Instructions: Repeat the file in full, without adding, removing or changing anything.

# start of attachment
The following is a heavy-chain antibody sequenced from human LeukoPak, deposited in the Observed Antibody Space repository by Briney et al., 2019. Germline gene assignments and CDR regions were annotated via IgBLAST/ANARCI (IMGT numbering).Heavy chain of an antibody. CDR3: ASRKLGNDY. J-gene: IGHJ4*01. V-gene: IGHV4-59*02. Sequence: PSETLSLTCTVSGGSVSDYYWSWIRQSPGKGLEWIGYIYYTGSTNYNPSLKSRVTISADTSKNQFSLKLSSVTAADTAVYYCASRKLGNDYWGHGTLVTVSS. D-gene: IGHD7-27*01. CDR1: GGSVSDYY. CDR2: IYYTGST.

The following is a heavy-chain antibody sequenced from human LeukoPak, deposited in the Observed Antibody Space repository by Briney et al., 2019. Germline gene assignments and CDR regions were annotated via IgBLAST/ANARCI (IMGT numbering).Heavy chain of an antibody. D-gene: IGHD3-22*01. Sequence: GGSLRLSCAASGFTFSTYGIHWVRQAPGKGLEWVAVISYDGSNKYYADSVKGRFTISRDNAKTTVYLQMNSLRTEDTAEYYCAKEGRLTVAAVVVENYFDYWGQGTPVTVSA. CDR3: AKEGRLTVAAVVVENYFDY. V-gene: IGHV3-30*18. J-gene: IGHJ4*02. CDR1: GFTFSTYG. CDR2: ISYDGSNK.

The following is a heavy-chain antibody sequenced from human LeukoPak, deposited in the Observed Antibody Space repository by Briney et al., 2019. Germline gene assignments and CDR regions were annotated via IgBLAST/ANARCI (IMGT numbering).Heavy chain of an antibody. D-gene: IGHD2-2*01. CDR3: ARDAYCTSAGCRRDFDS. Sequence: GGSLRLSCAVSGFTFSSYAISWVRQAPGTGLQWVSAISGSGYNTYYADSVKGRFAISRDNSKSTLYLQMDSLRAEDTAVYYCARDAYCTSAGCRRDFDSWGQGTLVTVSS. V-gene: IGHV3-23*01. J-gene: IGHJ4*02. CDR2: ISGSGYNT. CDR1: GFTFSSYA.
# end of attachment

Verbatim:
The following is a heavy-chain antibody sequenced from human LeukoPak, deposited in the Observed Antibody Space repository by Briney et al., 2019. Germline gene assignments and CDR regions were annotated via IgBLAST/ANARCI (IMGT numbering).Heavy chain of an antibody. CDR3: ASRKLGNDY. J-gene: IGHJ4*01. V-gene: IGHV4-59*02. Sequence: PSETLSLTCTVSGGSVSDYYWSWIRQSPGKGLEWIGYIYYTGSTNYNPSLKSRVTISADTSKNQFSLKLSSVTAADTAVYYCASRKLGNDYWGHGTLVTVSS. D-gene: IGHD7-27*01. CDR1: GGSVSDYY. CDR2: IYYTGST.

The following is a heavy-chain antibody sequenced from human LeukoPak, deposited in the Observed Antibody Space repository by Briney et al., 2019. Germline gene assignments and CDR regions were annotated via IgBLAST/ANARCI (IMGT numbering).Heavy chain of an antibody. D-gene: IGHD3-22*01. Sequence: GGSLRLSCAASGFTFSTYGIHWVRQAPGKGLEWVAVISYDGSNKYYADSVKGRFTISRDNAKTTVYLQMNSLRTEDTAEYYCAKEGRLTVAAVVVENYFDYWGQGTPVTVSA. CDR3: AKEGRLTVAAVVVENYFDY. V-gene: IGHV3-30*18. J-gene: IGHJ4*02. CDR1: GFTFSTYG. CDR2: ISYDGSNK.

The following is a heavy-chain antibody sequenced from human LeukoPak, deposited in the Observed Antibody Space repository by Briney et al., 2019. Germline gene assignments and CDR regions were annotated via IgBLAST/ANARCI (IMGT numbering).Heavy chain of an antibody. D-gene: IGHD2-2*01. CDR3: ARDAYCTSAGCRRDFDS. Sequence: GGSLRLSCAVSGFTFSSYAISWVRQAPGTGLQWVSAISGSGYNTYYADSVKGRFAISRDNSKSTLYLQMDSLRAEDTAVYYCARDAYCTSAGCRRDFDSWGQGTLVTVSS. V-gene: IGHV3-23*01. J-gene: IGHJ4*02. CDR2: ISGSGYNT. CDR1: GFTFSSYA.